Since the results described above indicated that activation of the hugin neurons leads to suppression of feeding, we next wanted to determine if the hugin neuropeptide is required for this suppression. The strategy was to decrease hugin neuropeptide levels in the hugin neurons through RNA interference (RNAi) and see if activating the hugin neurons would still result in suppression of feeding behavior. First we determined the effectiveness of several RNAi lines to decrease hugin neuropeptide levels (Figure 5A; Figure S7). We chose two independent constructs that were effective in reducing hugin neuropeptide levels (HugRNAi1A and Hug-TriPJF03122).

Figure 5. Analysis of hugin neuropeptide function in feeding and locomotion by hugin RNAi.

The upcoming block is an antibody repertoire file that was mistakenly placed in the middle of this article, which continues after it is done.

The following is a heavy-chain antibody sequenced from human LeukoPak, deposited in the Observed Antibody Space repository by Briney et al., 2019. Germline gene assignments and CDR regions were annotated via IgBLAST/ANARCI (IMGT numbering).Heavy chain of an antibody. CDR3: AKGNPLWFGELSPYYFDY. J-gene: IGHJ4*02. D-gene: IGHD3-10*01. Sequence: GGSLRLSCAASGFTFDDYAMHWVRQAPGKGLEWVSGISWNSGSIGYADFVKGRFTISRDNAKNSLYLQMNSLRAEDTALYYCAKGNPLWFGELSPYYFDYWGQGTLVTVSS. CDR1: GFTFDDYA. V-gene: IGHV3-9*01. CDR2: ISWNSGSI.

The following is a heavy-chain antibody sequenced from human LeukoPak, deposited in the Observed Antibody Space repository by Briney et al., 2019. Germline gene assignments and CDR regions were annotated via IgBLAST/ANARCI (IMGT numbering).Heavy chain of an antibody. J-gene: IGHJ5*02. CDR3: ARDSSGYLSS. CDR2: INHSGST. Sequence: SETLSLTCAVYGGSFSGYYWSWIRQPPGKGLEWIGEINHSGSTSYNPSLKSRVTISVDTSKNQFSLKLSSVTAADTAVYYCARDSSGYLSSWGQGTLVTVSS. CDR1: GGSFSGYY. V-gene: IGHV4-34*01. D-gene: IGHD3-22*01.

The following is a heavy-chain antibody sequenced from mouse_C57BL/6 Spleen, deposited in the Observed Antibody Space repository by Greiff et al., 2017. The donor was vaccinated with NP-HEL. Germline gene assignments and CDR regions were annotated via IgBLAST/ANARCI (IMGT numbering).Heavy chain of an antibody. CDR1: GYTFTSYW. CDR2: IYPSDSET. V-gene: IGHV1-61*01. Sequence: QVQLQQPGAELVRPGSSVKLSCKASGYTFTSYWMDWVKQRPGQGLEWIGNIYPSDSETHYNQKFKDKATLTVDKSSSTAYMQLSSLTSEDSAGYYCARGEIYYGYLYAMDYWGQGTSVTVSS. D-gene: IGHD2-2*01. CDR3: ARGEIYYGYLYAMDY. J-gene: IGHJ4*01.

(A) Antibody staining of CNS from HugS3>dTrpA1 larva with hugin antibody (left panel). Double staining of CNS from HugS3>dTrpA1,HugRNAi1A larva (middle two panels); this hugin RNAi construct also expresses GFP (scale bar: 20 µm). Fluorescence intensity analysis of hugin antibody staining indicates significant decrease of hugin neuropeptide for HugS3>dTrpA1,HugRNAi1A compared with HugS3>dTrpA1 (antibody staining of all genotypes is shown in Figure S7). LacZRNAi serves as control RNAi construct. (B) Analysis of AN motor pattern was quantified as relative change in cycle frequency (upper panel). Recordings revealed that HugS3>dTrpA1,HugRNAi1A showed a complete, and HugS3>dTrpA1,TRiP.JF03122 a partial, rescue by the RNAi on the motor output most dedicated to food ingestion. Analysis of M6 muscle recording results (lower panel) is presented as relative change in cycle frequency). HugS3>dTrpA1,HugRNAi1A and HugS3>dTrpA1,TRiP.JF03122 showed a significant difference compared with the control and no significant difference to the HugS3>dTrpA1. In contrast to AN motor pattern and wandering-like behavior, the effect of HugS3>dTrpA1 on motor pattern of muscle M6 could not be rescued by the knock down of the hugin neuropeptide (see text for discussion, Mann-Whitney Rank Sum Test: n.s., nonsignificant; ***p≤0.001). (C) Analysis of food intake behavior (upper panel). Results are presented as relative change in yeast intake. HugS3>dTrpA1,HugRNAi1A and HugS3>dTrpA1,TRiP.JF03122 showed a significant difference to control and HugS3>dTrpA1, indicating partial rescue by two independent RNAi constructs. Analysis of locomotor activity is presented as larvae outside the yeast/min at 32°C (during dTrpA1 activation) over a time period of 20 min (lower panel). Knock down of hugin neuropeptide in the two hugin RNAi harboring animals prevented induction of wandering-like behavior; the effect is similar to Control (OrgR, OrgR x dTrpA1), and significantly different to HugS3>dTrpA1,lacZRNAi (Mann-Whitney Rank Sum Test: n.s., nonsignificant; ***p≤0.001).